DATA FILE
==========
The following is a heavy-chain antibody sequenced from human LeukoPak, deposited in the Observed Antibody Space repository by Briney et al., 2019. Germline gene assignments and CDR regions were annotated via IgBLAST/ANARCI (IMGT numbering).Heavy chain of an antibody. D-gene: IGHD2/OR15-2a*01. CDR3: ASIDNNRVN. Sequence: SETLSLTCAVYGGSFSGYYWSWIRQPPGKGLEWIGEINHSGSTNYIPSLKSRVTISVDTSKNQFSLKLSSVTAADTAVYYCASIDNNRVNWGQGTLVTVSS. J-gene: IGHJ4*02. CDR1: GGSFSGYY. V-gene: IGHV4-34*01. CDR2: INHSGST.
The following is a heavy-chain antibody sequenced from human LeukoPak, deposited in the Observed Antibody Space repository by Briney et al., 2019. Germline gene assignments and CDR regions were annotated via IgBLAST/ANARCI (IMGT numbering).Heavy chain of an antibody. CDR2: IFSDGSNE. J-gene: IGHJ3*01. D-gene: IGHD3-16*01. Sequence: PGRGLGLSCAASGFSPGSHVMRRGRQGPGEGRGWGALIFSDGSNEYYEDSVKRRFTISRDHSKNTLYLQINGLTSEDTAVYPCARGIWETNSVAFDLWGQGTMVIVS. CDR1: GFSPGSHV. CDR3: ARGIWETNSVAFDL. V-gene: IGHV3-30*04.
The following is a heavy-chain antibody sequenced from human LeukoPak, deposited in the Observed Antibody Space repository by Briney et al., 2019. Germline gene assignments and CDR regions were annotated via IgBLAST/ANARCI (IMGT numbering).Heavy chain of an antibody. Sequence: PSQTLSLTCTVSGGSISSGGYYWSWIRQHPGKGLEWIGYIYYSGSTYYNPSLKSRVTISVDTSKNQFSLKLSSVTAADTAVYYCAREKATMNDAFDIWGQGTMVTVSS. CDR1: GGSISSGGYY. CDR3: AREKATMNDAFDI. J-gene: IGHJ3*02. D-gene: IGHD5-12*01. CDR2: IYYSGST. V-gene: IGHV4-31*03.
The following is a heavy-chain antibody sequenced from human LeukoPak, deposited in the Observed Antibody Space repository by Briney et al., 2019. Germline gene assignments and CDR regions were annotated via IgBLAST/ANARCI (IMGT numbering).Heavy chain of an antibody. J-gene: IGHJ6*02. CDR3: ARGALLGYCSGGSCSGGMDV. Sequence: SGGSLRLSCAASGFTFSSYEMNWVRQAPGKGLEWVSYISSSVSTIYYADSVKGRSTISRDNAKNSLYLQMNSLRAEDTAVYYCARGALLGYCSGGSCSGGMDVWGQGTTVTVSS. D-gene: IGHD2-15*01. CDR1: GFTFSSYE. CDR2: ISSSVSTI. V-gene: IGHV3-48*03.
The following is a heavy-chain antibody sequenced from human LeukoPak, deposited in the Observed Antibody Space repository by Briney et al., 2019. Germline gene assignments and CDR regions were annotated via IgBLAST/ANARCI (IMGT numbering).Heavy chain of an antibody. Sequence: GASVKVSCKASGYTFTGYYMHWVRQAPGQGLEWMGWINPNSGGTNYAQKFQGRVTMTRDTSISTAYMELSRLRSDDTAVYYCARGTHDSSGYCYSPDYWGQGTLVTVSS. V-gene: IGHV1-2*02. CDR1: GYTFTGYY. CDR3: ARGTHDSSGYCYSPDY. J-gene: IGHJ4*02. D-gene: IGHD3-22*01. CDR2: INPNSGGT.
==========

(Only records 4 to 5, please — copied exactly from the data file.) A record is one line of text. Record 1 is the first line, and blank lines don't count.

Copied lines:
The following is a heavy-chain antibody sequenced from human LeukoPak, deposited in the Observed Antibody Space repository by Briney et al., 2019. Germline gene assignments and CDR regions were annotated via IgBLAST/ANARCI (IMGT numbering).Heavy chain of an antibody. J-gene: IGHJ6*02. CDR3: ARGALLGYCSGGSCSGGMDV. Sequence: SGGSLRLSCAASGFTFSSYEMNWVRQAPGKGLEWVSYISSSVSTIYYADSVKGRSTISRDNAKNSLYLQMNSLRAEDTAVYYCARGALLGYCSGGSCSGGMDVWGQGTTVTVSS. D-gene: IGHD2-15*01. CDR1: GFTFSSYE. CDR2: ISSSVSTI. V-gene: IGHV3-48*03.
The following is a heavy-chain antibody sequenced from human LeukoPak, deposited in the Observed Antibody Space repository by Briney et al., 2019. Germline gene assignments and CDR regions were annotated via IgBLAST/ANARCI (IMGT numbering).Heavy chain of an antibody. Sequence: GASVKVSCKASGYTFTGYYMHWVRQAPGQGLEWMGWINPNSGGTNYAQKFQGRVTMTRDTSISTAYMELSRLRSDDTAVYYCARGTHDSSGYCYSPDYWGQGTLVTVSS. V-gene: IGHV1-2*02. CDR1: GYTFTGYY. CDR3: ARGTHDSSGYCYSPDY. J-gene: IGHJ4*02. D-gene: IGHD3-22*01. CDR2: INPNSGGT.